Are we teaching to survive or teaching to thrive?

Imagine a school where teachers and students tend to each other’s wellbeing on a daily basis. A school where everyone is aware of the conditions that create thriving learning communities. A school where teachers and students alike openly discuss their strengths, weaknesses, hopes and dreams for themselves and the world.

Being a teacher is the best job I have ever had. Nothing in my working life can compare to seeing a young person’s eyes light up with enthusiasm and purpose. Most would agree that there can be no more meaningful a role than preparing the next generation for the future.

Why then does our education system allow so many teachers to languish; feeling exhausted, under-resourced and undervalued?

Burnout: the shadow side of teaching

I am a suburban public school teacher. In the short time I have been teaching I have observed colleagues and friends burnout. The causes of burnout are as diverse as its symptoms. Sometimes it appears small: little worries and doubts, but other times it looms larger. The pace of change in the world today and the uncertainty that has brought over young people’s future has had a big effect on the increasingly overwhelming demands that are being made on teachers.

Teachers care deeply about giving their students a quality education but a river of stress is holding many of us back from becoming our best. As many as one in four graduate teachers in Australia move away from the profession within their first five years. Up to 50 percent of teachers are in transition or are considering leaving altogether. Such a trend creates cultures of pessimism, which breathe life into negative stereotypes of the profession; where we find ourselves today.

Surviving, Resilience, Thriving

But it doesn’t have to be this way. We do have a choice — we can choose to stick to what we know, or we can choose to question our underlying beliefs, attitudes, and assumptions and discover how we can reinvent the system. We can choose to come together, be open to ‘aha’ moments and shift how we see our place and role in the world. We have a choice between surviving, resilience or thriving.

Image: surviving, resilience or thriving by Ash Buchanan
Surviving

Surviving simply means ‘to continue to live or exist’ after uncertainty or crisis.

By choosing to survive we are asking for a business as usual approach to getting through the day. We are choosing to juggle priorities, without ever really feeling like we are getting on top of things, or moving forward. This is okay for some time, particularly in our first few years when we are still learning the ropes. But as the pace of change continues to speed on, how will we achieve balance if we’re focused solely on surviving?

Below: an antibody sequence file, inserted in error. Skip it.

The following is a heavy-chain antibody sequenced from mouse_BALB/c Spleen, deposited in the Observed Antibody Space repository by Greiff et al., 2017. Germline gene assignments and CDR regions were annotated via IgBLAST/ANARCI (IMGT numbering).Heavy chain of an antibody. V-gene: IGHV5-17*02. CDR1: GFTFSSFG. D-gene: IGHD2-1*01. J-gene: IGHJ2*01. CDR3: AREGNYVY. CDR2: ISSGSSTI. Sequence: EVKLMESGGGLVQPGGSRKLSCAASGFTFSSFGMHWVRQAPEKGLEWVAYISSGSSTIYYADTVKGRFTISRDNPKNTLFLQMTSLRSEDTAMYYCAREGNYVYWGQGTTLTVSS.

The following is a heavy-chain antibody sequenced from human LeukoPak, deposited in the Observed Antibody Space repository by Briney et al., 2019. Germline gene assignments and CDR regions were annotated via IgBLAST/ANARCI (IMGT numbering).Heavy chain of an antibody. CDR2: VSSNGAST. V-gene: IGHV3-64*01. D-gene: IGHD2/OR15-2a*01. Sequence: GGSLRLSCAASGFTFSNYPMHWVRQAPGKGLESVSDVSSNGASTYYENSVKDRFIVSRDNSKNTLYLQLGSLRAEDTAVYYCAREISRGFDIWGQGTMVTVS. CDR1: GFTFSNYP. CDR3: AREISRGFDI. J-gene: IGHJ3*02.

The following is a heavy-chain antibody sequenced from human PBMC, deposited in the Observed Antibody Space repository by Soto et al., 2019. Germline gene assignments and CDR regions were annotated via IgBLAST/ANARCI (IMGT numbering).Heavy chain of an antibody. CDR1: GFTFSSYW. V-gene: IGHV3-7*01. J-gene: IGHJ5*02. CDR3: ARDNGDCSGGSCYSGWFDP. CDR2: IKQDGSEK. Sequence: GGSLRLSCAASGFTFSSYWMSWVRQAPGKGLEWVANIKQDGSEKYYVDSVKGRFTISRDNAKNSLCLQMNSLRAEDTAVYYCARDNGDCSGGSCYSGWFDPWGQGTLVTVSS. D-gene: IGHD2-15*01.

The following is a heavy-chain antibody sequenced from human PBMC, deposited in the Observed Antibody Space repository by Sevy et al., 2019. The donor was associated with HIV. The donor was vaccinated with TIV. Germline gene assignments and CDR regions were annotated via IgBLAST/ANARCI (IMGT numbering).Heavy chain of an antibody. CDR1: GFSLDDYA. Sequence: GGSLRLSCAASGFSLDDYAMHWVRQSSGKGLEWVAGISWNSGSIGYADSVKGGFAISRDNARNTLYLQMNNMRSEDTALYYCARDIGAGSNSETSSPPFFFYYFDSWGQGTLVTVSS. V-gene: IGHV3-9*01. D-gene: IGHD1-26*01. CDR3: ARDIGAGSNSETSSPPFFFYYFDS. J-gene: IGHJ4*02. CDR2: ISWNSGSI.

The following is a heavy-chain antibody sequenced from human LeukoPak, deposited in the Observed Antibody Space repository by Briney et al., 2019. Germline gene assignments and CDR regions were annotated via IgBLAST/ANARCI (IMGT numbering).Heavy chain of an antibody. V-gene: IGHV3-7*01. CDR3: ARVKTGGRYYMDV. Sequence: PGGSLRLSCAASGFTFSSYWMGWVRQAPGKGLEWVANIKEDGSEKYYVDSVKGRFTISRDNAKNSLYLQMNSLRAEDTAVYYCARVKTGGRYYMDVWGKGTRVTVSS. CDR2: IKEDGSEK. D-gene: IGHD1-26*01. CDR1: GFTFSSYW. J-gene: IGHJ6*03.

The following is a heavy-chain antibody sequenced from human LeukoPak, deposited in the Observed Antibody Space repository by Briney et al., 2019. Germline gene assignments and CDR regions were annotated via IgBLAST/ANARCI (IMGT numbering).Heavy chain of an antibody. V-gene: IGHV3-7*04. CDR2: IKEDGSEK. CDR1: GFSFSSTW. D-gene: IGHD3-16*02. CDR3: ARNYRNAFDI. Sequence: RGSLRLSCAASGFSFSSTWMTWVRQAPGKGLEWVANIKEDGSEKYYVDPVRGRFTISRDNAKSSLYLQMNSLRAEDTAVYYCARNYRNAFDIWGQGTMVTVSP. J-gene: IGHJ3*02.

Resilience

In psychology, resilience is defined as an individual’s ability to adapt to life challenges, social disadvantages or highly adverse conditions.

Resilience has become highly popular in the fields of business and education. Many researchers attribute healthy doses of resilience and persistence as the keys to success. Resilience involves working on ourselves, strengthening our resolve when it comes to working through personally tough times so that we can bounce back and get ahead. But in a world in transition, will resilience be enough to see us into the future? Will turning inward and working on our personal resilience really address the flaws in the system, such as a lack of opportunities for collaboration and connection, that have led us to where we are today?

Thriving

Thriving is a condition beyond resilience and surviving. The concept is drawn from evolutionary sciences, in which successful adaptations have three characteristics:

  • preserving what it needs to survive
  • discarding or rearranging what it no longer needs, and
  • creating new arrangements that generate the capacity to flourish in more challenging conditions.

In human terms, thriving occurs when we use uncertainty and crisis to discover how we can innovate and transform ourselves and the conditions we find ourselves in.

Thriving schools create spaces for learning and leadership. They allow for organised groups of teachers and students to come together to use storytelling, courageous conversations, appreciative inquiry and other life-giving practices to navigate the uncertainty they are facing as a healthy community.

Coming together in community

Schools around the world that are effectively educating for the future are focussing on wellbeing. Young people in these schools are not just being taught the facts, but are using their time to explore together with teachers how to thrive in our complex and interconnected world.

Uncertainty and stress can be the birthplace of destruction and failure but it can also be a gift, a clarion call for change. If we want to genuinely catalyse a shift to thriving cultures of teaching, perhaps we need to be creating the space for teachers to practice and promote wellbeing in their schools on a daily basis.

Teaching is a vocation that requires constant renewal of mind, heart, and spirit – if we want to avoid burnout,  take joy in our work and grow in our service to students. As we seek renewal there are two primary sources to which we can turn: the inner teacher who speaks in solitude, and the community of fellow teachers. – Parker J Palmer

So, I would like to propose we come together as a community of fellow teachers to work together on this question: are we teaching to survive or teaching to thrive?

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